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Lord of the Flies by William Golding

Lord of the Flies (1954)

by William Golding

Other authors: See the other authors section.

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28,739None31 (3.75)1 / 687
1001 (117) 1001 books (112) 20th century (278) adventure (260) allegory (131) boys (149) British (232) British literature (230) children (157) classic (1,027) Classic Literature (89) classics (678) coming of age (105) dystopia (477) English (116) English literature (195) fiction (2,942) human nature (125) island (157) literature (512) Nobel Prize (91) novel (456) own (100) read (466) school (97) society (99) survival (400) to-read (165) YA (97) young adult (229)
1950s (9)
1960s (152)
Unread books (1,034)
  1. 143
    Battle Royale by Koushun Takami (JGKC, Panairjdde)
    Panairjdde: Two books that explore the survival instinct of people, even at youg age, as fueled by fear and lust for violence
  2. 136
    The Giver by Lois Lowry (FFortuna)
  3. 50
    High-Rise by J. G. Ballard (bertilak)
    bertilak: Two books about 'civilized' people becoming tribal and violent. However, Ballard is a disinterested diagnostician and Golding is a moralist.
  4. 41
    A High Wind in Jamaica by Richard Hughes (pitjrw)
    pitjrw: Similar outlook on youth but a lot funnier and great description of a hurricane that plays the same role as the nuclear holacaust in Lord.
  5. 30
    Friday and Robinson: life on Esperanza Island by Michel Tournier (yokai)
  6. 63
    The Cement Garden by Ian McEwan (KayCliff)
  7. 20
    Nip the Buds, Shoot the Kids by Kenzaburō Ōe (JuliaMaria)
    JuliaMaria: Kinder auf sich allein gestellt - was sagt es über die Gesellschaft aus?
  8. 20
    Animal Farm by George Orwell (literarybuff)
    literarybuff: Both of these books are allegories that make the reader question whether or not there really are differences between animal nature and human nature.
  9. 64
    The Wasp Factory by Iain Banks (villanova)
  10. 20
    The Only Ones by Aaron Starmer (Anonymous user)
    Anonymous user: A world without adults with some differences and similarities.
  11. 31
    Under the Dome by Stephen King (sturlington)
    sturlington: Under the Dome is an adult version of Lord of the Flies.
  12. 10
    Tunnel in the Sky by Robert A. Heinlein (sandstone78)
    sandstone78: A more optimistic view of young people in a society of their own- I read this on my own from the school library a few years before Lord of the Flies was required reading, and it seemed much more reasonable to me.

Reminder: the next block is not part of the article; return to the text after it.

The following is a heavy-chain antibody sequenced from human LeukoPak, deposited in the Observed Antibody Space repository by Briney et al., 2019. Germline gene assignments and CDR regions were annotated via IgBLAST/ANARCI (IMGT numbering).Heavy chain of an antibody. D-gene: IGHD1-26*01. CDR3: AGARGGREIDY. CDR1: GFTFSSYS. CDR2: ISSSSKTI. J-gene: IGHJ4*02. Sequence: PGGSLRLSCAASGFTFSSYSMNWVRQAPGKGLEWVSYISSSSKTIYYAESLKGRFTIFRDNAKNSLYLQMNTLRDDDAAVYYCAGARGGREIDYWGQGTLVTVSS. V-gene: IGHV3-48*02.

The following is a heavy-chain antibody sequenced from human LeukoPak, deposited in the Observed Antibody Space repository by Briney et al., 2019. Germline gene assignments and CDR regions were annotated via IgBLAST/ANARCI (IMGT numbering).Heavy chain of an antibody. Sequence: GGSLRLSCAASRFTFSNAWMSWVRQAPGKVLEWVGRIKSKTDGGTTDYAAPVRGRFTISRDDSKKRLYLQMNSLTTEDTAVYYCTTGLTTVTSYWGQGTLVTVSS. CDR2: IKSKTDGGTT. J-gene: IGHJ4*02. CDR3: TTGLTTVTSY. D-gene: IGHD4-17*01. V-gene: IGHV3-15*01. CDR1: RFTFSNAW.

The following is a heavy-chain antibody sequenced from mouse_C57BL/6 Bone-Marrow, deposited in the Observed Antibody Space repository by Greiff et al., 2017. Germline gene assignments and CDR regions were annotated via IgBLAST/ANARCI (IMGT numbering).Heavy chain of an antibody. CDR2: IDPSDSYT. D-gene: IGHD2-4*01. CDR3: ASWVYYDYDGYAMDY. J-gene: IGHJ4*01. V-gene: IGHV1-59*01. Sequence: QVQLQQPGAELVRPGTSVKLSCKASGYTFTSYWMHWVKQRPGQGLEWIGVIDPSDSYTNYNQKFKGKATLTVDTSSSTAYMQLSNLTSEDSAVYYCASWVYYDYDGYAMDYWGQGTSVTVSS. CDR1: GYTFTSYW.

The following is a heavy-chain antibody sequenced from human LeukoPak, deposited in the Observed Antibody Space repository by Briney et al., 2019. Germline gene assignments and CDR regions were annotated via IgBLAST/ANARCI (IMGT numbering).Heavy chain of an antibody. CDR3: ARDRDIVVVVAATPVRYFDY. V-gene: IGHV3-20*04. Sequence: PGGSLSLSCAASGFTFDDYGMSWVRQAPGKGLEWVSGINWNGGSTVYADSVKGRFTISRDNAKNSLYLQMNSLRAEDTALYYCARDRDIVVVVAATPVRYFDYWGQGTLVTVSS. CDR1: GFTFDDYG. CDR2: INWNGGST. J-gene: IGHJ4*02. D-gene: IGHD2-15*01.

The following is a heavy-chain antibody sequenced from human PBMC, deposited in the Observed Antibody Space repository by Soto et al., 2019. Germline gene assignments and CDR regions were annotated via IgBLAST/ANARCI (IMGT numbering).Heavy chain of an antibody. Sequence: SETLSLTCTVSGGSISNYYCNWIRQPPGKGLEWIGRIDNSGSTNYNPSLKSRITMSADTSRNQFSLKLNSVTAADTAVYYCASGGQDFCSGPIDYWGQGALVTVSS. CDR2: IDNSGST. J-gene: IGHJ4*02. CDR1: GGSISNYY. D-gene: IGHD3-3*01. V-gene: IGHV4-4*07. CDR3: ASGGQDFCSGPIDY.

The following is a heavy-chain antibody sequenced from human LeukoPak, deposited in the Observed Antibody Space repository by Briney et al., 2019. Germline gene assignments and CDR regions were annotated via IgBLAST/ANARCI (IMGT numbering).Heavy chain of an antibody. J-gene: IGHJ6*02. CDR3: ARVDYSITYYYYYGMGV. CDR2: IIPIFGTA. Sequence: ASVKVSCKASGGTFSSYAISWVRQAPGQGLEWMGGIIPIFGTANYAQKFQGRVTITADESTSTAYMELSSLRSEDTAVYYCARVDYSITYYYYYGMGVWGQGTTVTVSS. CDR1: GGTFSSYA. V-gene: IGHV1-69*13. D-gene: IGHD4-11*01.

13. 32
    The Beach by Alex Garland (booklove2, mcenroeucsb)
    booklove2: The Beach is like Lord of the Flies for adults, starring adults.
  14. 21
    Robinson Crusoe [Norton Critical Edition] by Daniel Defoe (one-horse.library)
  15. 11
    Savages by Shirley Conran (shesinplainview)
  16. 11
    After the Rain by John Bowen (edwinbcn)
  17. 11
    The Drifting Classroom, Vol. 1 by Kazuo Umezu (scotchpenicillin)
    scotchpenicillin: Comment des enfants confontés à une situation extraordinaire re-construisent un semblant de société...
  18. 00
    I'm the King of the Castle by Susan Hill (KayCliff)
  19. 00
    Orphan Island by Rose Macaulay (KayCliff)
  20. 12
    Nothing by Janne Teller (meggyweg, meggyweg)

(see all 27 recommendations)


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English (392)  Italian (7)  Dutch (6)  Finnish (6)  French (6)  Spanish (4)  German (3)  Swedish (1)  Hebrew (1)  Danish (1)  All languages (427)
Showing 1-5 of 392 (next | show all)
Great introduction by Stephen King ( )
  ClubStephenKing | Apr 11, 2014 |
Contains an exclusive introduction by Stephen King ! ( )
  ClubStephenKing | Apr 11, 2014 |
This one was an interesting look at a group of boys who survived what I can only presume was a plane crash on a remote island somewhere in the Pacific during what I believe was WW2 time frame. We don't know exactly how long they were marooned, but they develop a tiered society by electing Ralph the chief, & Jack the leader of the hunters. Over time, they devolve into savagery, closer to the animal state than the human one. The society breaks up when Ralph & Jack come to blows, & Jack starts his own tribe on the opposite end of the island. Ralph becomes an outcast after Piggy's death & Simon's, when Jack & the tribe actually hunt Ralph! It's a story chock full of all kinds of symbolism & metaphors. It's pretty stark, & pretty sad, but it was interesting. ( )
  Lisa.Johnson.James | Apr 11, 2014 |
Lord of the Flies by William Golding is an excellent classic that is still read by kids and adults of all ages. William Golding attempted to describe what human nature is like and at the end, everyone is evil at the end. This book is very interesting because the boys who are from England which symbolizes that they are all prim and proper end up becoming savages at the end no matter what. One of the more interesting things I would say is that the young innocent chorus boys in the beginning book would produce the antagonist in this book. The one boy we pity greatly on is a boy we actually don't learn the name of but is referred to as Piggy in the book which I would think is very hurtful. He also dies in a horrific way at the end which just adds to the pity as he would be the closest to a pacifist this book has. The littlest things in this book actually stand for or symbolize much greater things and if you pay attention, you can catch most of them. Even the pig skull on the stick stands for the "enemy" that all the boys are scared of in the story and it kind of represents what the boys have come to after just a couple of days. Their carelessness also causes the death of young children near the beginning of the book which sadly none of the boys have much of a reaction to. One name you will never forget after reading this book is Simon who may be considered timid but he is also wise and may be considered prophetic. He is the only other boy except Piggy who understands who the real beast is. Later looking at the pig skull causes him to hallucinate and at the end causes his demise because sadly all the other boys end up killing him. After reading all of this you would expect all of these boys to die out shortly but somehow they are saved in the nick of time. To find out how, you should read this wonderful classic.